A bill -- this bill -- which takes away even that small potential for protection is odious in conception and repugnant in its design and should be rejected in its totality by this Legislature and by this committee. In a democratic society, all attacks on democracy, democratic rights and institutions should be resisted with great vigour.
We do feel, however, that there are alternatives. We are in favour of policies that encourage the creation of decently paid and relatively secure jobs. We are in favour of voluntary, publicly delivered educational and training programs to assist people to get these jobs. There were waiting lists under previous government programs that assisted people to find employment. We see the provision of a high-quality, publicly regulated child care system as a condition to helping people join the workforce.
CUPE, the Ontario Social Safety Network and other groups have recommended that any programs must be governed by certain principles, including the following: People must not be forced to take part in such programs; training should be paid and work expenses should be recovered, including clothing and transportation costs; good child care must be provided; any training must be useful; mentoring and training that can lead to genuine employment should be part of any program; programs must not eliminate jobs or potential jobs; people working in programs must be paid a fair living wage; participants should be covered by labour legislation, including employment standards, health and safety, workers' compensation and human rights laws; people who lose their benefits must be able to appeal to an independent tribunal; programs should not be started unless resources are available to do them properly.
If there are any questions, Ian Thompson will be pleased to field them.
The Chair: Thank you very much for your presentation. That affords us approximately four minutes per caucus. We begin with the official opposition.
Mrs Sandra Pupatello (Windsor-Sandwich): Thanks for your presentation today. I'm curious to know where you were able to come up with the figure on page 3: "To date there have been fewer than 1,000 community placements." How were you able to obtain that information?
Mr Ian Thompson: In CUPE we represent almost all of the municipal delivery sites provincially and we've been running an informal survey of our membership for about the past six to eight months, to monitor. We can't swear that it is absolutely accurate, but we're quite confident that the people who are on the ground delivering the program know exactly what's happening, and that's the information they're giving back to us.
Mrs Pupatello: Would that include those from local areas who are placed in what some are calling, "Well, it's not really workfare, but it's as close to workfare as we're prepared to get and we're placing them there," in communities that are running programs like that? Is that included in the 1,000?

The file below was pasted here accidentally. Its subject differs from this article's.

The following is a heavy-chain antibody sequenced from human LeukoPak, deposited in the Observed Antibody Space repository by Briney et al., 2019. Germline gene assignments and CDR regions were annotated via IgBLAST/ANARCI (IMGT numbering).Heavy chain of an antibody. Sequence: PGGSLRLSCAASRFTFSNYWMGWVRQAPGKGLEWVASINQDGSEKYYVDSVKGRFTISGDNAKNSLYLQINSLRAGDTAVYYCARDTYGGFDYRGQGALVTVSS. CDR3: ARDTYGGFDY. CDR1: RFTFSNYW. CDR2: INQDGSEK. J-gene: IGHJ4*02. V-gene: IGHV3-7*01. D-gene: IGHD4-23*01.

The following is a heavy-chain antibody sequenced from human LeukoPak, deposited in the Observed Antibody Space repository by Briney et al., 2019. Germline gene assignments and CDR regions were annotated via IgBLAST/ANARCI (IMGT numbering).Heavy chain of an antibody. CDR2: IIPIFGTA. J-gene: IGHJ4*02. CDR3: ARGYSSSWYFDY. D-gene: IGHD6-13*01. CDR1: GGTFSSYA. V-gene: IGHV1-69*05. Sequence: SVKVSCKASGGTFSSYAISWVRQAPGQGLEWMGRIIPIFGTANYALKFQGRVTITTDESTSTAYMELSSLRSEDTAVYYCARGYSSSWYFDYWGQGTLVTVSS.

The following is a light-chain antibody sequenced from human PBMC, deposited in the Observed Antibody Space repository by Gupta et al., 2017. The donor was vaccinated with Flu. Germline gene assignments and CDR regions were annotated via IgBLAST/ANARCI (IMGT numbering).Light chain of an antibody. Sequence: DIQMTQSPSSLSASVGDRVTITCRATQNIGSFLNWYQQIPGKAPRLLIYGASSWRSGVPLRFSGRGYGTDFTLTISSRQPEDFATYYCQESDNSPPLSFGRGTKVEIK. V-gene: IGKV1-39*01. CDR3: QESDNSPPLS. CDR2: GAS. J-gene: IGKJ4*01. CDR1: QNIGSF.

Mr Thompson: That figure includes people who are forced into a community placement, as opposed to people who are registered or people who have substituted voluntary self-directed placements for their obligations under workfare.
Mrs Pupatello: So that does include their self-directed voluntary placements?
Mr Thompson: Yes.
Mrs Pupatello: I just wanted your comment on the purpose of this bill coming to this committee. You had a very interesting take on what happened at committee last November when the government members neglected to vote on a certain subsection, namely number 73, which is now number 73 in this Bill 22. We submit that using the same government figure of $100,000 per hour for debate in the House, the government's wasted about seven hours or $700,000, not including committee time and all of the travel time etc. We're looking at closer to $1 million in costs because of a nap, essentially, at committee last November.
I'm looking for your opinion. We in opposition have often been accused of wasting the money and time of taxpayers. I find it incredible that the government members have not stepped forward and said, "Yes, this was our fault. We fell asleep. We didn't pass the subsection," and have turned instead to make this another union-bashing bill to take around Ontario.
Mr Thompson: I think it's interesting. Somewhat tongue in cheek, obviously, we've taken a lighter approach to Mr Wood's behaviour. To be fair to him, we weren't in the House and didn't see whether he was sleeping or not. Maybe he just enjoyed the opportunity to resist a bad piece of legislation. Maybe that's too optimistic. Clearly, the cost of hearings like this, when there is no intention to make any serious change in the act -- to schedule, as I understand, eight days is a horrendous cost to the taxpayer. It seems, given the title of the act, particularly directed at stigmatizing unions. The Prevention of Unionization Act is an astounding title for an act. You don't even see acts like that in Third World countries that have repressive governments that make concerted attacks on unions.